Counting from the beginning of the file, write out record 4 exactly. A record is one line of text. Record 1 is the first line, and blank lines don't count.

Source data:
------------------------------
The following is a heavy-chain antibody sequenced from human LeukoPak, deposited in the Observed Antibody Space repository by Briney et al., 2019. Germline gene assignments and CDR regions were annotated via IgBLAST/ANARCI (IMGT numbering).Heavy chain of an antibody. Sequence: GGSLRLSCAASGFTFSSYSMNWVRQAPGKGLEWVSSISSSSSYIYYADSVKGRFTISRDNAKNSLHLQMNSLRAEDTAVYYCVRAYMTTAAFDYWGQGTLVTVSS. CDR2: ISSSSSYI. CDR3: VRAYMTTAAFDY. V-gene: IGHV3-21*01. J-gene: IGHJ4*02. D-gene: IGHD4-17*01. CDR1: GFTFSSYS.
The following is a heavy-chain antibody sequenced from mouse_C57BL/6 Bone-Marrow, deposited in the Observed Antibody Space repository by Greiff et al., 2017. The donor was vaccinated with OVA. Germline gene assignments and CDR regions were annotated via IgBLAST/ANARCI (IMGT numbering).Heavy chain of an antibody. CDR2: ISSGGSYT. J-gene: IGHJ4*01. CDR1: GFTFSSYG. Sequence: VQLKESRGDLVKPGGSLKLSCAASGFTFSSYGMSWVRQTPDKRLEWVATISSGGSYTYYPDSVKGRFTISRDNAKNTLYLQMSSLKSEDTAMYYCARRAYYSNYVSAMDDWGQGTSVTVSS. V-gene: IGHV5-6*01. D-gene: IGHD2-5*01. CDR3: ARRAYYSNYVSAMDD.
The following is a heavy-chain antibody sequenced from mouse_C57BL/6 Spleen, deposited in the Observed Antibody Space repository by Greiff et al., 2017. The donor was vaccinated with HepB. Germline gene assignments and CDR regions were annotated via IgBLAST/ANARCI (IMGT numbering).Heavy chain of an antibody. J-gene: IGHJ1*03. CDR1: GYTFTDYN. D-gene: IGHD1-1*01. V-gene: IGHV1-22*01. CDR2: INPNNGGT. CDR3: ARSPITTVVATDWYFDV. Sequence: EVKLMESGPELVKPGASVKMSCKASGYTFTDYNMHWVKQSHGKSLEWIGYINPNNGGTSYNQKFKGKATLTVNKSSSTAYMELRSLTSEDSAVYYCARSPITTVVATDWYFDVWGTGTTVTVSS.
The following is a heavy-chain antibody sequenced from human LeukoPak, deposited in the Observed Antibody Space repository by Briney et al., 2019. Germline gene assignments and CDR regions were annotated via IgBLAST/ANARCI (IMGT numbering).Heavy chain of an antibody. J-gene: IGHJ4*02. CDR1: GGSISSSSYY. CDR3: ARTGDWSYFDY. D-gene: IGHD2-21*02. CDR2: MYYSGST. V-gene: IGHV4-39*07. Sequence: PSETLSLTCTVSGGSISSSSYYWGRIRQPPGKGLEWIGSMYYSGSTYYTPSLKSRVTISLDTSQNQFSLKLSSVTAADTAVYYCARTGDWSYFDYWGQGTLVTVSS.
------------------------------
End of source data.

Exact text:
The following is a heavy-chain antibody sequenced from human LeukoPak, deposited in the Observed Antibody Space repository by Briney et al., 2019. Germline gene assignments and CDR regions were annotated via IgBLAST/ANARCI (IMGT numbering).Heavy chain of an antibody. J-gene: IGHJ4*02. CDR1: GGSISSSSYY. CDR3: ARTGDWSYFDY. D-gene: IGHD2-21*02. CDR2: MYYSGST. V-gene: IGHV4-39*07. Sequence: PSETLSLTCTVSGGSISSSSYYWGRIRQPPGKGLEWIGSMYYSGSTYYTPSLKSRVTISLDTSQNQFSLKLSSVTAADTAVYYCARTGDWSYFDYWGQGTLVTVSS.